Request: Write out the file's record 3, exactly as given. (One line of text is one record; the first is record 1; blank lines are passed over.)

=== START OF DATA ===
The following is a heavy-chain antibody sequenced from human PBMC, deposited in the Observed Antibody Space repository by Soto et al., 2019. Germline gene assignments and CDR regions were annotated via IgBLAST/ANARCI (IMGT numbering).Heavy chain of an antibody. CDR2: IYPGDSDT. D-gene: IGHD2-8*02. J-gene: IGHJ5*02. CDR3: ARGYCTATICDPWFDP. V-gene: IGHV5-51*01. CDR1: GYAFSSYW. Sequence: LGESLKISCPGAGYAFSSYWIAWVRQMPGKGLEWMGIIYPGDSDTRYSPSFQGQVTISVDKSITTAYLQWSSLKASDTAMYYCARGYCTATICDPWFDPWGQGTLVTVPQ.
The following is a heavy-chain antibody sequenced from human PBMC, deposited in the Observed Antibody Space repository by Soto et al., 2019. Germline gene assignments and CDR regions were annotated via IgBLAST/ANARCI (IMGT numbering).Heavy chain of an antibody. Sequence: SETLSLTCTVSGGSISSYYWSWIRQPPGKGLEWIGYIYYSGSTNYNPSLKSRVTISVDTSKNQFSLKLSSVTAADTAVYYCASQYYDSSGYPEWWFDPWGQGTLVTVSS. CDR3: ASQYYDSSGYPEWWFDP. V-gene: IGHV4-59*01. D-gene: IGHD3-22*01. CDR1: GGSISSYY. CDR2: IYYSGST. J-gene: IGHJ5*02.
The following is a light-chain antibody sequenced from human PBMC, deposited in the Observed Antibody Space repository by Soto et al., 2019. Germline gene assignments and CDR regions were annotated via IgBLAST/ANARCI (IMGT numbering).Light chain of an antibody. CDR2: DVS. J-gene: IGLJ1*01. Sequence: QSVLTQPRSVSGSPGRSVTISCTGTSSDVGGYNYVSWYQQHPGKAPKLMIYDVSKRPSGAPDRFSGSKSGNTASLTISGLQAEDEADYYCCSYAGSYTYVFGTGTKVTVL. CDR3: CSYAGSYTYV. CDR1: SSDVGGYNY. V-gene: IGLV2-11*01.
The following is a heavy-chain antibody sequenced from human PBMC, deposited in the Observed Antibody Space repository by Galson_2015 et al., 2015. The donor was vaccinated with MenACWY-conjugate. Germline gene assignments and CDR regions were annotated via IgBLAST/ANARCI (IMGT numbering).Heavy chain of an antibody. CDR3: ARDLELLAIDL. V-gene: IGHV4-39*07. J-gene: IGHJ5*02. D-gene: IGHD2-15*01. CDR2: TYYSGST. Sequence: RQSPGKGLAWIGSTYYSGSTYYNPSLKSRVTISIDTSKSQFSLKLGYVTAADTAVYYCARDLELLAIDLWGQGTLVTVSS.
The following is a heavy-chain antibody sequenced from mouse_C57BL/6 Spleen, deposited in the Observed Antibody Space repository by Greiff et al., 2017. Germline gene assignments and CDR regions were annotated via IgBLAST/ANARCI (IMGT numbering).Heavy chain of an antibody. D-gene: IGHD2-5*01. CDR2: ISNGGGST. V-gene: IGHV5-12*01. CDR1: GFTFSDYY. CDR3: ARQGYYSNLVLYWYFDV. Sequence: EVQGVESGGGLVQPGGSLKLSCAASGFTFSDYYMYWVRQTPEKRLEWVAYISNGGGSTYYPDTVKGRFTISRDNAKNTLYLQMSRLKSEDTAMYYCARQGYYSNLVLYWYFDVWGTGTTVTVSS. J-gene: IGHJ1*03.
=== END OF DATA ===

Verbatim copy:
The following is a light-chain antibody sequenced from human PBMC, deposited in the Observed Antibody Space repository by Soto et al., 2019. Germline gene assignments and CDR regions were annotated via IgBLAST/ANARCI (IMGT numbering).Light chain of an antibody. CDR2: DVS. J-gene: IGLJ1*01. Sequence: QSVLTQPRSVSGSPGRSVTISCTGTSSDVGGYNYVSWYQQHPGKAPKLMIYDVSKRPSGAPDRFSGSKSGNTASLTISGLQAEDEADYYCCSYAGSYTYVFGTGTKVTVL. CDR3: CSYAGSYTYV. CDR1: SSDVGGYNY. V-gene: IGLV2-11*01.